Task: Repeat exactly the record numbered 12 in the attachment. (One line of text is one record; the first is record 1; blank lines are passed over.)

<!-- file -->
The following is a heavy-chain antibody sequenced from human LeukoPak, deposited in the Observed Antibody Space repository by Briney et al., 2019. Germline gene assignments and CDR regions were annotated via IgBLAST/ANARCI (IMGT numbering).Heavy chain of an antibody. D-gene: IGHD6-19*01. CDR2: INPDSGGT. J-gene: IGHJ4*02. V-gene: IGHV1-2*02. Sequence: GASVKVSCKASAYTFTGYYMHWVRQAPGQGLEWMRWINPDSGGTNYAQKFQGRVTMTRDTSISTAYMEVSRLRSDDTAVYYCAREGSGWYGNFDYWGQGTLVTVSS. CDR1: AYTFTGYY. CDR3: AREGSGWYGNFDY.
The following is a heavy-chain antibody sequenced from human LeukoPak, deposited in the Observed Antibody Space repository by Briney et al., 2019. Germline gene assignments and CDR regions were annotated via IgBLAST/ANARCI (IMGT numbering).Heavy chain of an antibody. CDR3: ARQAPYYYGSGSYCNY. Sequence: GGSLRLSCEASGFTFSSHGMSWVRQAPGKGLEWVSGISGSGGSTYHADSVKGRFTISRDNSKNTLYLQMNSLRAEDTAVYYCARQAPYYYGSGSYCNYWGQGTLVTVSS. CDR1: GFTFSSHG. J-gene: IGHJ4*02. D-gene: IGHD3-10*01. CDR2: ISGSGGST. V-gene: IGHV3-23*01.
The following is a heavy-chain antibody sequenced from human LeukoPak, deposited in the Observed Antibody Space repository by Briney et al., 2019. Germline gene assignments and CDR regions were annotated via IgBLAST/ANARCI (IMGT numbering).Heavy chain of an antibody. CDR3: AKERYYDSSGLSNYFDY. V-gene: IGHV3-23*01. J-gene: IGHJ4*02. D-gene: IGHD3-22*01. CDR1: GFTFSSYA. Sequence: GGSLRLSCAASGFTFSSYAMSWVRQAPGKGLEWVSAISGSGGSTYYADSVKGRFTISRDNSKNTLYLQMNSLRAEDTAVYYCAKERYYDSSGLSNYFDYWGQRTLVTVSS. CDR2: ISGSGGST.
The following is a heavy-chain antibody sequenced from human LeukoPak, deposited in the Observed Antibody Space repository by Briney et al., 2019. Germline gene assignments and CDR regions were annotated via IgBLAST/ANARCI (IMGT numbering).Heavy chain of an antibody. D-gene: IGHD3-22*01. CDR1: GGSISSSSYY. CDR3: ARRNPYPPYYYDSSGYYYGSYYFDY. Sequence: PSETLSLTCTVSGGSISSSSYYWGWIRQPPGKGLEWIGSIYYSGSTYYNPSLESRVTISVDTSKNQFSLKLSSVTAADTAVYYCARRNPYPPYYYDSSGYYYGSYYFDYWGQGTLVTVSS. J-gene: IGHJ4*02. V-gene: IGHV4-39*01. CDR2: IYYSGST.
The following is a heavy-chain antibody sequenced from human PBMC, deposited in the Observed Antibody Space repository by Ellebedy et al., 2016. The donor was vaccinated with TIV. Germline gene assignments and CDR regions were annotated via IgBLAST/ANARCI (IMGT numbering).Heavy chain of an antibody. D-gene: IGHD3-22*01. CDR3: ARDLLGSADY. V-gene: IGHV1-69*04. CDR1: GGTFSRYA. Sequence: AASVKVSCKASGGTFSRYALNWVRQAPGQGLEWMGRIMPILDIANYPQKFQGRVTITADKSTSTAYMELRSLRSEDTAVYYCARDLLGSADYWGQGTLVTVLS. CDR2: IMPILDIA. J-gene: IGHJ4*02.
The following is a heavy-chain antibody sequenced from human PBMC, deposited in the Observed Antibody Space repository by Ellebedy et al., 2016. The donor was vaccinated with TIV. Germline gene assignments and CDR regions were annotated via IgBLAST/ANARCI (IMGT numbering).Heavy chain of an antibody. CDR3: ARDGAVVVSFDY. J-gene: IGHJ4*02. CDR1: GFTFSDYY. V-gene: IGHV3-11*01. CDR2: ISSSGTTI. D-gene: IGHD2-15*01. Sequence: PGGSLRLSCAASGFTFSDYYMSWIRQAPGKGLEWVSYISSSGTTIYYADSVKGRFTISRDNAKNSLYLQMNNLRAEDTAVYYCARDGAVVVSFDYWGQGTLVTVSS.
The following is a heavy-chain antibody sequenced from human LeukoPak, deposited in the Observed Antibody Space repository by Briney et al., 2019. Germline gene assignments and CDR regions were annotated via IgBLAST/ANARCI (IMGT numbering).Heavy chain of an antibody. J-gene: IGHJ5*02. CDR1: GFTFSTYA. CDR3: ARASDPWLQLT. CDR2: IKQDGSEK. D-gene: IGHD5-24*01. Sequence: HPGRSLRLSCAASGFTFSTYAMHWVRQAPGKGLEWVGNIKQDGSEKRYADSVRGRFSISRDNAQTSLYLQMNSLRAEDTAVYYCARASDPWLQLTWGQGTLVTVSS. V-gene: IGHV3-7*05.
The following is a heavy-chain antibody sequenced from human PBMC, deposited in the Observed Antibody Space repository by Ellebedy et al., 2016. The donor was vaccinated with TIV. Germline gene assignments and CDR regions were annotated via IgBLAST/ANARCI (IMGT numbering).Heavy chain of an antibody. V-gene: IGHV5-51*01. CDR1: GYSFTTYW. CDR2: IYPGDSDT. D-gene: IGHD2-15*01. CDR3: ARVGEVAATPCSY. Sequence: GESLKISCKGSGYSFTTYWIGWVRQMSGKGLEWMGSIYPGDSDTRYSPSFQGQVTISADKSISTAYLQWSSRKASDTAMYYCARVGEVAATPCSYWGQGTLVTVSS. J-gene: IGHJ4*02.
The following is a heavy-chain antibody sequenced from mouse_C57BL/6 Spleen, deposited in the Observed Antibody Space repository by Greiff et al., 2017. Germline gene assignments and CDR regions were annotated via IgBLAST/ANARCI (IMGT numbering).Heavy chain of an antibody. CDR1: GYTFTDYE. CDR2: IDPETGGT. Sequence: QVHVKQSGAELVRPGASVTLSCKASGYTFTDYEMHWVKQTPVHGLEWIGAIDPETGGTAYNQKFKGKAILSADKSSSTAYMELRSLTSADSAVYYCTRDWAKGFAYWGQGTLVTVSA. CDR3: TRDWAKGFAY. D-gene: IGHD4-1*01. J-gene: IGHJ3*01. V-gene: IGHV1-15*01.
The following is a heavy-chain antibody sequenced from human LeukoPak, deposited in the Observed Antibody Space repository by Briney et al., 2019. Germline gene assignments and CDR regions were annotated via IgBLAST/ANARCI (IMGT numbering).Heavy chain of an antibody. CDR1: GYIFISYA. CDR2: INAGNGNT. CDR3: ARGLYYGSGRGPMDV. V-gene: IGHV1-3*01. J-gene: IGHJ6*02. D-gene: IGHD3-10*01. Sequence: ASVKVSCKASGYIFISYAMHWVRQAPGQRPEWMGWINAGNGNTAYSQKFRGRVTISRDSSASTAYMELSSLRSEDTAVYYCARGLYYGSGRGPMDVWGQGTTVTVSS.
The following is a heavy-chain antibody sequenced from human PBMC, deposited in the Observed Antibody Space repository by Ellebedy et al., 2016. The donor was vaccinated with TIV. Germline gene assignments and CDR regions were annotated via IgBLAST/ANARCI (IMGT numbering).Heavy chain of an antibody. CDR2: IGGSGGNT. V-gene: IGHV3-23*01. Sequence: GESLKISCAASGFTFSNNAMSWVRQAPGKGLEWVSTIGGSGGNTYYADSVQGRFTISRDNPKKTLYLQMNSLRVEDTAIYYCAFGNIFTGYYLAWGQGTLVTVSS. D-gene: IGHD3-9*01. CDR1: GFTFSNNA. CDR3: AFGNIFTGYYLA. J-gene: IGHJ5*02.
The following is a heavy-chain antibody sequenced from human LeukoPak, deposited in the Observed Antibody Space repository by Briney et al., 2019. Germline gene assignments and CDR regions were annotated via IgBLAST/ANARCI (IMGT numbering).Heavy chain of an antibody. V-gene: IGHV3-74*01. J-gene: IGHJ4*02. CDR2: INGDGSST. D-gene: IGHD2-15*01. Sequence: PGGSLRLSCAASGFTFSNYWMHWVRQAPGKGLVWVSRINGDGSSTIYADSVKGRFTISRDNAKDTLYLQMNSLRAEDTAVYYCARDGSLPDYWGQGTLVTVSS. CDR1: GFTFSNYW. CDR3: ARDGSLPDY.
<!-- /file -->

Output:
The following is a heavy-chain antibody sequenced from human LeukoPak, deposited in the Observed Antibody Space repository by Briney et al., 2019. Germline gene assignments and CDR regions were annotated via IgBLAST/ANARCI (IMGT numbering).Heavy chain of an antibody. V-gene: IGHV3-74*01. J-gene: IGHJ4*02. CDR2: INGDGSST. D-gene: IGHD2-15*01. Sequence: PGGSLRLSCAASGFTFSNYWMHWVRQAPGKGLVWVSRINGDGSSTIYADSVKGRFTISRDNAKDTLYLQMNSLRAEDTAVYYCARDGSLPDYWGQGTLVTVSS. CDR1: GFTFSNYW. CDR3: ARDGSLPDY.